4 Ways to Address Mental Health in Schools
Tips to help you make mental health a priority at your school.
May 2017, Volume 40, Issue 9
According to the Centers for Disease Control, “up to one in five children experience a mental disorder in a given year.” But despite the fact that it affects so many, lots of principals have trouble addressing mental health issues. Results from a recent survey of the National Panel of New Principals show that only about one third of principals considered themselves prepared to manage student health and wellness.
In recognition of Mental Health Awareness Month this May, we’ve highlighted articles on supporting mental health from Principal magazine. Here are some tips to help you make it a priority at your school.
Maximize your school psychologist:
Students are more likely to seek help when they know it is available. Consider allowing your school psychologist, in collaboration with other school-employed mental health professionals, to provide age-appropriate education for students so that they know how to ask for help if they need it. For example, the school psychologist can contribute to a schoolwide anti-bullying initiative by educating students about respect and teaching specific strategies for appropriately addressing bullying situations. The school psychologist can also help individual students learn how to cope with significant loss, facilitate groups where students with deficits in social skills learn how to interact with peers, and regularly check in with students who struggle with behavior.
—“Supporting Mental Health,” November/December 2013
Support mental health for all students:
Schools that implement a comprehensive, data-driven school counseling program provide services to all students. It is proactive instead of reactive, and it is communicated to all stakeholders. School counselors develop program goals based on school data; these are addressed in core curriculum lessons, small group lessons, individual counseling, parent and teacher consultations, and various schoolwide efforts. A comprehensive school counseling program can improve attendance, student achievement, and graduation rates. Discipline referrals and dropout rates may decrease, while students’ problem-solving and decision-making skills increase. Programs such as PBIS (Positive Behavioral Interventions and Supports) support all learners as well.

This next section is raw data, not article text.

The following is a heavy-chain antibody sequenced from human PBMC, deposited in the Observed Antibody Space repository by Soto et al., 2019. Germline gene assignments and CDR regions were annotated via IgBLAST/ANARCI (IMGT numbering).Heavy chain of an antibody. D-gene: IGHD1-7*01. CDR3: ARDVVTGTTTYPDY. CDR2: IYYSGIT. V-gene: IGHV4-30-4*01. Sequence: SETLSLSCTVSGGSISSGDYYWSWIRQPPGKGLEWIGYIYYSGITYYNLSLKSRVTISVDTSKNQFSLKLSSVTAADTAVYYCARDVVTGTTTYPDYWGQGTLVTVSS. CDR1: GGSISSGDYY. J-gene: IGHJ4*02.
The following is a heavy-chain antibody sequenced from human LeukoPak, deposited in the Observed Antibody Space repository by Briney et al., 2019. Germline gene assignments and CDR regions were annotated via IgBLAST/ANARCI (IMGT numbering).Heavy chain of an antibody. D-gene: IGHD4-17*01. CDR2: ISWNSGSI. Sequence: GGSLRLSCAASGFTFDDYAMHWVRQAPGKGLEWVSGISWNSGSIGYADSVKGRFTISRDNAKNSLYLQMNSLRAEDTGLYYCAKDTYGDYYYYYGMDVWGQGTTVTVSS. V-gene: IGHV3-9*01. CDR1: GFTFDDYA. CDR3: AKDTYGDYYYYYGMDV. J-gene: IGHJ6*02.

—“Mental Health Matters,” March/April 2015
Ensure your own well-being:
Part of the downside to leadership: it can be lonely at the top. What you can do is find time—and it may be outside the workday—to connect with other administrators who are doing what you are doing. It may boil down to, say, taking ten minutes in the evening for you to check in with these people on Facebook or to give them a call over the weekend. The question as a principal is: How can I forge a resourceful relationship with other administrators? Then, another piece relates to emotional well-being. Ask yourself which emotions are problematic for you at work. Specifically, stress and anxiety? How am I using those emotions instead as a fuel source to create a positive change in my work situation?
—“Teacher Wellness: A Conversation With Adam Sáenz,” January/February 2013
Offer grief support:
Society often holds an unrealistic expectation that children and youth “get over” death in a fixed period of time, such as six months to a year. But for many, the second year is harder than the first. The first birthday, holiday, or other special event without a loved one is difficult—but expectations are generally low and friends and family typically provide support.
When these events remain sad the second year, children may wonder if they will ever feel happy again. The support and concern they receive shortly after a death from extended family, peers, coaches, teachers, and other adults at school and in the community may have virtually disappeared by the second year. Principals should encourage staff to monitor students’ adjustment over time and share insights about strategies to provide ongoing support among team members.
—“Grief Support Is on the Way,” March/April 2015
To further help children cope with loss should, visit the Coalition to Support Grieving Students website, which features grief support advice and resources for educators.
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